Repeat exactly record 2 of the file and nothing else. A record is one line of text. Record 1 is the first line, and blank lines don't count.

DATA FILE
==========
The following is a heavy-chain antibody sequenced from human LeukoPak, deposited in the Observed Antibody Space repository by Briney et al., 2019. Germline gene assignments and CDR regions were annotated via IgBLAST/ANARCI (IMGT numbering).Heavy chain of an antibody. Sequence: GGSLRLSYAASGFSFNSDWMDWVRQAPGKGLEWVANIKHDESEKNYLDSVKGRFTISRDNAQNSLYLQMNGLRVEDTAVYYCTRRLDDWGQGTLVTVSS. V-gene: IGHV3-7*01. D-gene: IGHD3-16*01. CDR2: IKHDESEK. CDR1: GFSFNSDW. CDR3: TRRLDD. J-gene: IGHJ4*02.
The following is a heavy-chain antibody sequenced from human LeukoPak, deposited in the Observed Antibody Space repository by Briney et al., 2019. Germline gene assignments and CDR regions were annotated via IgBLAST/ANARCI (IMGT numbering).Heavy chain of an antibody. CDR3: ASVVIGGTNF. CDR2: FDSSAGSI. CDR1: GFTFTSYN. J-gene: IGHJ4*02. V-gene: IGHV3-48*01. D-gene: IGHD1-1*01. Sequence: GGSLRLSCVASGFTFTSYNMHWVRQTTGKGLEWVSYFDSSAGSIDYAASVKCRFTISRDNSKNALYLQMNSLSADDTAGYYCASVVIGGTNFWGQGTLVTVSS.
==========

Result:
The following is a heavy-chain antibody sequenced from human LeukoPak, deposited in the Observed Antibody Space repository by Briney et al., 2019. Germline gene assignments and CDR regions were annotated via IgBLAST/ANARCI (IMGT numbering).Heavy chain of an antibody. CDR3: ASVVIGGTNF. CDR2: FDSSAGSI. CDR1: GFTFTSYN. J-gene: IGHJ4*02. V-gene: IGHV3-48*01. D-gene: IGHD1-1*01. Sequence: GGSLRLSCVASGFTFTSYNMHWVRQTTGKGLEWVSYFDSSAGSIDYAASVKCRFTISRDNSKNALYLQMNSLSADDTAGYYCASVVIGGTNFWGQGTLVTVSS.